Buy New
US$ 69.44
Convert currency

Add to Basket

Shipping: FREE
From United Kingdom to U.S.A.
Destination, rates & speeds

3.

Shawn Miller
Published by Stanford University Press (2000)
ISBN 10: 0804733961 ISBN 13: 9780804733960
New Hardcover Quantity Available: 1
Seller:
Ergodebooks
(RICHMOND, TX, U.S.A.)
Rating
[?]

Book Description Stanford University Press, 2000. Hardcover. Condition: New. 1. Seller Inventory # DADAX0804733961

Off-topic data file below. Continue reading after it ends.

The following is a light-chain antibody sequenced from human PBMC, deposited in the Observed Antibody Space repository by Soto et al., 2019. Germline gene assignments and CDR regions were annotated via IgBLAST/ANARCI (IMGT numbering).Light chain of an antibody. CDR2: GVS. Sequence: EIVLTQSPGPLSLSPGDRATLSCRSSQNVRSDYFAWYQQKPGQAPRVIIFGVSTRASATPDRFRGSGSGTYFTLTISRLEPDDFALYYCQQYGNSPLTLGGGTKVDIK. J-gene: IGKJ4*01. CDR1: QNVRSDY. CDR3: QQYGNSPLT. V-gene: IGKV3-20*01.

More information about this seller | Contact this seller

Buy New
US$ 66.34
Convert currency

Add to Basket

Shipping: US$ 3.99
Within U.S.A.
Destination, rates & speeds

4.

Shawn William Miller
Published by Stanford University Press, United States (2000)
ISBN 10: 0804733961 ISBN 13: 9780804733960
New Hardcover Quantity Available: 10
Seller:
The Book Depository
(London, United Kingdom)
Rating
[?]